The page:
McCann didn't have many autographs in a Yankee uniform last year, but this year he's been featured in several products. This one is on a sticker, but it is pretty hard to tell unless you see it in person. It is rare to find quality Yankees patches in any product, so to be able to find one of one of the team's leaders, autographed and numbered to only 25 copies for under $30; I couldn't be happier.

He may not be our best player, but I have grown quite fond of Brian McCann as a person and leader. That is something many Yankee fans seem to overlook since we've had the pleasure of having the best team leader possible for the past twenty years. This year, other players have had to step up, such as CC Sabathia, McCann, and Brett Gardner; and I think they've clearly done a great job considering the Bombers have been in 1st place of the crowded AL East for a majority of the season! And if you haven't seen his Oscar nominated performance as Ham Porter of "The Sandlot" (totally kidding about the Oscar thing), you should definitely go do that.

Happy Sunday everyone! See Ya!

Thursday, May 14, 2015

Thanks, but no thanks, Topps.

Hey everyone, Drew back here today, with a post that has been delayed longer than any other post in the history of this website! On July 15th, 2012, my Dad, friends Schuyler, Connor, and I all met up at a local card show at the Mid Hudson Civic Center. At that show, we not only met Whitey Ford, but we also won a door prize and I came home with a Tino Martinez signed baseball. Plus, my Dad got me a beautiful Mariano Rivera signed 16x20 for my collection. Boy, those were the days. Also, that was the same day I bought and activated two redemption cards from my 2011 Topps Tier One set; the relics they were supposed to make of Rickey Henderson and Ryne Sandberg. These have been the last two cards I have needed to complete my set ever since that day.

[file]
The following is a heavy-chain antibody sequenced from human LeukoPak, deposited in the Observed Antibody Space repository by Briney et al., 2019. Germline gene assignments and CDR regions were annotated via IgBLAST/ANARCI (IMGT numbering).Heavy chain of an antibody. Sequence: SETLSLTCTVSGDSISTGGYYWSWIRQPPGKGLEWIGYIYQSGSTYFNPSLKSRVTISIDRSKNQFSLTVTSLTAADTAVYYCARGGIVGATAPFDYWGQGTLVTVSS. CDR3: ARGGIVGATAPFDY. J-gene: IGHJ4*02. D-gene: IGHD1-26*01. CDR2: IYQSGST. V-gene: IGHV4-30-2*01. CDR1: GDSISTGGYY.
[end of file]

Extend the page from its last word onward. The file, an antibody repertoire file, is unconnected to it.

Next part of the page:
And well, they're clearly not making them. Topps is far past their 2011 Tier One set, instead focusing on this year's product, leaving behind all of the now expired redemption holders in the cold. It really is a shame, as I was particularly excited to have the Henderson card, but sure enough Topps found a way to disappoint. After waiting over a year and a half for the cards with no response, I emailed Topps Customer Service and spoke to someone who said my cards would be replaced and handled within 6-8 weeks. Two months later, I was still left in the cold (keep in mind about $40 was spent on the two cards), but I continued to keep my faith in the company, hoping they would eventually pull through.